- direct or indirect imposition of unjustified purchase, or selling prices, or other unfair trading conditions contradicting the legislation of the Republic of Armenia, or existing commercial usage which lead to the restriction of the competition;
- restriction of the trade and production development,
- creation of an artificial shortage by means of unjustified reduction of the production, or by means of keeping, spoiling, or destructing the goods to the prejudice of the consumers;
- application of discriminatory terms to individual partners, thereby creating unfair competition conditions for them;
- imposition of additional obligations on a party to a contract, which, by their nature, or from the implementation aspect are not associated with the subject matter of the contract;
- pressure to restructure the economic entities, or break the economic relations;
- an artificial increase, decrease, or maintenance of prices;
- proposal and application of conditions which lead, or may lead to unequal conditions of competition, unless similar conditions were proposed to other entities acting on this commodity market.
Some RA business entities may take a decision on the concentration of their capitals for reaching higher economic indicators. Such a procedure is known as market concentration.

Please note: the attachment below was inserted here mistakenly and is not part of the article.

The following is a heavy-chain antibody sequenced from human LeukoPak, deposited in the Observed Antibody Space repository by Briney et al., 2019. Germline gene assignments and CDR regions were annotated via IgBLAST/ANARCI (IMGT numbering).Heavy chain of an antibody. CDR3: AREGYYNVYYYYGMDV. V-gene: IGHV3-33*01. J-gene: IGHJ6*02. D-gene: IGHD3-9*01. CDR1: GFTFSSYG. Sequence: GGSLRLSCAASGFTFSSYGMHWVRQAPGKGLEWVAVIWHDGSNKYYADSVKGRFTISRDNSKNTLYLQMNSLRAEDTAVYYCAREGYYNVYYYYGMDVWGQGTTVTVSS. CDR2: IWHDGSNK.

As a market concentration is deemed:
- affiliation of economic entities;
- the merger of economic entities;
- acquisition by an economic entity of at least 20 % of the assets of another economic entity;
- acquisition by an economic entity of at least 20 % of the share capital, or charter capital of another legal entity;
- the merger of business entities, with the result that one entity may directly, or indirectly impact on taking decisions by other entities or their competitiveness.
Concentration must be declared and the RA legislation establishes the order of declaration of concentration. Concentration shall be declared if total value of assets or income of at least one of the parties to the concentration is more than the value of assets or income established by the Commission in the year preceding to creation of the concentration, or at least one of the parties to the concentration has a dominant position in the commodity market.
Unfair competition is an action, or conduct in business activity which contravenes the Law “On protection of competition”, commercial usage, violates the principle of good faith, such as honesty, justice, truthfulness, impartiality, in relations between competitors, or between competitors and consumers. Unfair competition is prohibited under the law of the Republic of Armenia and each interested party, including consumers, suffered losses from unfair competition has a right to go to the court with a demand to stop unfair competition.
Types of unfair competition in the Republic of Armenia